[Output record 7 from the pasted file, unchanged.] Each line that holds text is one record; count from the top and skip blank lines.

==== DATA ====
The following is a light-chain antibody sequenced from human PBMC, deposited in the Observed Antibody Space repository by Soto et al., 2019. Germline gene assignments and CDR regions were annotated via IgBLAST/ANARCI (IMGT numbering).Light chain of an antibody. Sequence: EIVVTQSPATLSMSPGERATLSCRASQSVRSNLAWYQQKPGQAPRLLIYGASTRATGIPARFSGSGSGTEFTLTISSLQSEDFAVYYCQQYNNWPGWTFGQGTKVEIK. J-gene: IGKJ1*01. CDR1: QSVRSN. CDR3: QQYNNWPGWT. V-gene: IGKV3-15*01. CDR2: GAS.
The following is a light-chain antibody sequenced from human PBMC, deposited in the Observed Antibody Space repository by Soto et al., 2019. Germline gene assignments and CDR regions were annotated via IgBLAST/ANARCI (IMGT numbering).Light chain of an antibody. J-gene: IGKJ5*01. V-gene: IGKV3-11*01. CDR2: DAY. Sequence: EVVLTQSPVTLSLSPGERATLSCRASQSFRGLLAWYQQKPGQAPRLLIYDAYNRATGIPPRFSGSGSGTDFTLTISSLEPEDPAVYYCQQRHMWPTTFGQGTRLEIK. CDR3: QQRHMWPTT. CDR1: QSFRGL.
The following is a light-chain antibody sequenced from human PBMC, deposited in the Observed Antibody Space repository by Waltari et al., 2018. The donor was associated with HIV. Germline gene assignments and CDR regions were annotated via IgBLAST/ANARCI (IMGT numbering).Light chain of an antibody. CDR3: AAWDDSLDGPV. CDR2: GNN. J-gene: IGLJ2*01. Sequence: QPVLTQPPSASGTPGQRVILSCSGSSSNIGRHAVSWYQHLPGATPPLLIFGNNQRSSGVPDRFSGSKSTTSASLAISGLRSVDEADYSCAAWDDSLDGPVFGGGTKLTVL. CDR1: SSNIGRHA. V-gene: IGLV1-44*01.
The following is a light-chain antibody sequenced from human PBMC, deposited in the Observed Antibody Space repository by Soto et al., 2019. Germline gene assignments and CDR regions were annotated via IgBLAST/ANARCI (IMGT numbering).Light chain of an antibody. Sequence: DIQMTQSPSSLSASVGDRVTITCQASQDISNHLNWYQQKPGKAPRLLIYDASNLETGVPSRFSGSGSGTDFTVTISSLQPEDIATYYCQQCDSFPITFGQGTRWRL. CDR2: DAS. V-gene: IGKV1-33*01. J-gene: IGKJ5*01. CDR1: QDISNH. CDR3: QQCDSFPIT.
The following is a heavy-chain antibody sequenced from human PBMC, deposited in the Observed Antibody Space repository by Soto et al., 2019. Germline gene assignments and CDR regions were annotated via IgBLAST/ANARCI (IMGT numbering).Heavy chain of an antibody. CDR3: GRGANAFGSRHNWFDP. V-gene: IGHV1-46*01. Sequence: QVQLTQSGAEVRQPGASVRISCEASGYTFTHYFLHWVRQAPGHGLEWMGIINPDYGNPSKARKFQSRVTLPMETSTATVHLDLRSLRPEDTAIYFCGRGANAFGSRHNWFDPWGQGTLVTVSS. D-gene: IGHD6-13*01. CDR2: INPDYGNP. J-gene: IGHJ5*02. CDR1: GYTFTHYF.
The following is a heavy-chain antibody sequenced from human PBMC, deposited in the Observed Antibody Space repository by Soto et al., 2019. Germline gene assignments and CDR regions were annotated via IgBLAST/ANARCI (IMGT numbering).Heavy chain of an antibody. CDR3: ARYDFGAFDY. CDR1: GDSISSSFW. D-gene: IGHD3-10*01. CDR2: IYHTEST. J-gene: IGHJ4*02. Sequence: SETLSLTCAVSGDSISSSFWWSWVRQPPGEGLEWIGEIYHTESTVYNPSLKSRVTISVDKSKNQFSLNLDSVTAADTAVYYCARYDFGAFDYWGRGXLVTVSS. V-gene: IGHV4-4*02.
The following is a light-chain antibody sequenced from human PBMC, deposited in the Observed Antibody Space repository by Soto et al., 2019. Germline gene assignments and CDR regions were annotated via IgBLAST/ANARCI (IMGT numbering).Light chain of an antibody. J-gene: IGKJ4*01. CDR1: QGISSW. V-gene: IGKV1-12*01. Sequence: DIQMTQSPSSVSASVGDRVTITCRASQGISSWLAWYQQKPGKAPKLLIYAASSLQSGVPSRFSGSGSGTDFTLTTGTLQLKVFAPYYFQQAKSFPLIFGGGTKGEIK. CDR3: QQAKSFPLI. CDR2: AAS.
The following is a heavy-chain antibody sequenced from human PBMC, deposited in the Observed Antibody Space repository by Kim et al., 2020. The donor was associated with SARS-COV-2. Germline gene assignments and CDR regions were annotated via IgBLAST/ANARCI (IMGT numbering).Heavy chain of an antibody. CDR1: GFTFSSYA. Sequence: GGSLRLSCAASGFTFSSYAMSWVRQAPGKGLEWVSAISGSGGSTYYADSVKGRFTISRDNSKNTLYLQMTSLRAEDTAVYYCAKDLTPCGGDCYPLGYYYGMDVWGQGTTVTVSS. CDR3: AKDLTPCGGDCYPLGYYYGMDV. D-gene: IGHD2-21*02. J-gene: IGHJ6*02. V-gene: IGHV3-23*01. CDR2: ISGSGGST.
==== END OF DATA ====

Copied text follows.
The following is a light-chain antibody sequenced from human PBMC, deposited in the Observed Antibody Space repository by Soto et al., 2019. Germline gene assignments and CDR regions were annotated via IgBLAST/ANARCI (IMGT numbering).Light chain of an antibody. J-gene: IGKJ4*01. CDR1: QGISSW. V-gene: IGKV1-12*01. Sequence: DIQMTQSPSSVSASVGDRVTITCRASQGISSWLAWYQQKPGKAPKLLIYAASSLQSGVPSRFSGSGSGTDFTLTTGTLQLKVFAPYYFQQAKSFPLIFGGGTKGEIK. CDR3: QQAKSFPLI. CDR2: AAS.